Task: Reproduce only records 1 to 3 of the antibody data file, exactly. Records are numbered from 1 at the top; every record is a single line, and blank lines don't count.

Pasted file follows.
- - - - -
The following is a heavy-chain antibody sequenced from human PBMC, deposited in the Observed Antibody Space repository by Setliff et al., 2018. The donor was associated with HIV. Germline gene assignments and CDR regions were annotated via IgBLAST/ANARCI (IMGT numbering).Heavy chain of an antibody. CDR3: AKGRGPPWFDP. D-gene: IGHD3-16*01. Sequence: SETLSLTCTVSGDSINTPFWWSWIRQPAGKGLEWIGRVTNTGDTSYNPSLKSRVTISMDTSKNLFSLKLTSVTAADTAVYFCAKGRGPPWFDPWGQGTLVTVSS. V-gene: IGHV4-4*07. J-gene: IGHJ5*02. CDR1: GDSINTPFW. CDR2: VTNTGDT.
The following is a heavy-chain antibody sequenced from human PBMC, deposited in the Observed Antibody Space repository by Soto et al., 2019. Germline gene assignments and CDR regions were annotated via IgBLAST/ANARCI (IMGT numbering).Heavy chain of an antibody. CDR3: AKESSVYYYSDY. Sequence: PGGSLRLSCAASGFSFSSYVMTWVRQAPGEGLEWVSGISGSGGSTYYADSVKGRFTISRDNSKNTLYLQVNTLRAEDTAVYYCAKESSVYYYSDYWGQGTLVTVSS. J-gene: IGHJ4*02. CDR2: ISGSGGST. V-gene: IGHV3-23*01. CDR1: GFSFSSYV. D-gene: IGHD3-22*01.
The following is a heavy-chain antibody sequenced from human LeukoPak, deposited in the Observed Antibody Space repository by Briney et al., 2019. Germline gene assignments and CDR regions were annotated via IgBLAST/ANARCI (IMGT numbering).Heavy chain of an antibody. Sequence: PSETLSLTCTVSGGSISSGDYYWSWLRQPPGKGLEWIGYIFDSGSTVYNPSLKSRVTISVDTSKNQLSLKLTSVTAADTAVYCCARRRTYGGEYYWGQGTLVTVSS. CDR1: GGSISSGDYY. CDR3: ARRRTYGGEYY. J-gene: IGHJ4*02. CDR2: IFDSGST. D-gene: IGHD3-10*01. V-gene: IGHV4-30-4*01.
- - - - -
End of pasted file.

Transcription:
The following is a heavy-chain antibody sequenced from human PBMC, deposited in the Observed Antibody Space repository by Setliff et al., 2018. The donor was associated with HIV. Germline gene assignments and CDR regions were annotated via IgBLAST/ANARCI (IMGT numbering).Heavy chain of an antibody. CDR3: AKGRGPPWFDP. D-gene: IGHD3-16*01. Sequence: SETLSLTCTVSGDSINTPFWWSWIRQPAGKGLEWIGRVTNTGDTSYNPSLKSRVTISMDTSKNLFSLKLTSVTAADTAVYFCAKGRGPPWFDPWGQGTLVTVSS. V-gene: IGHV4-4*07. J-gene: IGHJ5*02. CDR1: GDSINTPFW. CDR2: VTNTGDT.
The following is a heavy-chain antibody sequenced from human PBMC, deposited in the Observed Antibody Space repository by Soto et al., 2019. Germline gene assignments and CDR regions were annotated via IgBLAST/ANARCI (IMGT numbering).Heavy chain of an antibody. CDR3: AKESSVYYYSDY. Sequence: PGGSLRLSCAASGFSFSSYVMTWVRQAPGEGLEWVSGISGSGGSTYYADSVKGRFTISRDNSKNTLYLQVNTLRAEDTAVYYCAKESSVYYYSDYWGQGTLVTVSS. J-gene: IGHJ4*02. CDR2: ISGSGGST. V-gene: IGHV3-23*01. CDR1: GFSFSSYV. D-gene: IGHD3-22*01.
The following is a heavy-chain antibody sequenced from human LeukoPak, deposited in the Observed Antibody Space repository by Briney et al., 2019. Germline gene assignments and CDR regions were annotated via IgBLAST/ANARCI (IMGT numbering).Heavy chain of an antibody. Sequence: PSETLSLTCTVSGGSISSGDYYWSWLRQPPGKGLEWIGYIFDSGSTVYNPSLKSRVTISVDTSKNQLSLKLTSVTAADTAVYCCARRRTYGGEYYWGQGTLVTVSS. CDR1: GGSISSGDYY. CDR3: ARRRTYGGEYY. J-gene: IGHJ4*02. CDR2: IFDSGST. D-gene: IGHD3-10*01. V-gene: IGHV4-30-4*01.